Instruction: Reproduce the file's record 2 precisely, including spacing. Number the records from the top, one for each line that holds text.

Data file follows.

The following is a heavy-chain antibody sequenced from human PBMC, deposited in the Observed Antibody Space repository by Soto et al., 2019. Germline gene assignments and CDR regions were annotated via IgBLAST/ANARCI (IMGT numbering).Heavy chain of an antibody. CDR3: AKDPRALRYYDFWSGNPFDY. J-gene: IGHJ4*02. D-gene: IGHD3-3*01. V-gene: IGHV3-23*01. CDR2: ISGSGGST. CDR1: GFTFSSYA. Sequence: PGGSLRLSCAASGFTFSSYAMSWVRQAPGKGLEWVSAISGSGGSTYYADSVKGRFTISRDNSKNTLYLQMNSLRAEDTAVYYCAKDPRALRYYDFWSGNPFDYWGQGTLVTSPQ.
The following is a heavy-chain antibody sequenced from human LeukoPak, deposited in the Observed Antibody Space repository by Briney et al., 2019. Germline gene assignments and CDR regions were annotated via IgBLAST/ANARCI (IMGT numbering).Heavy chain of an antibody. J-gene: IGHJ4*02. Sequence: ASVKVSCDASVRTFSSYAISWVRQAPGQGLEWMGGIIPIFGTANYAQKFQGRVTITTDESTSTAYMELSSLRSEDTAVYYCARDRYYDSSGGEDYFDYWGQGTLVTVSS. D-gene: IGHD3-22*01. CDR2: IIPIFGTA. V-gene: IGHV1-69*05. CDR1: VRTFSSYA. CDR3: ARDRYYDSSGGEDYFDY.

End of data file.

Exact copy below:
The following is a heavy-chain antibody sequenced from human LeukoPak, deposited in the Observed Antibody Space repository by Briney et al., 2019. Germline gene assignments and CDR regions were annotated via IgBLAST/ANARCI (IMGT numbering).Heavy chain of an antibody. J-gene: IGHJ4*02. Sequence: ASVKVSCDASVRTFSSYAISWVRQAPGQGLEWMGGIIPIFGTANYAQKFQGRVTITTDESTSTAYMELSSLRSEDTAVYYCARDRYYDSSGGEDYFDYWGQGTLVTVSS. D-gene: IGHD3-22*01. CDR2: IIPIFGTA. V-gene: IGHV1-69*05. CDR1: VRTFSSYA. CDR3: ARDRYYDSSGGEDYFDY.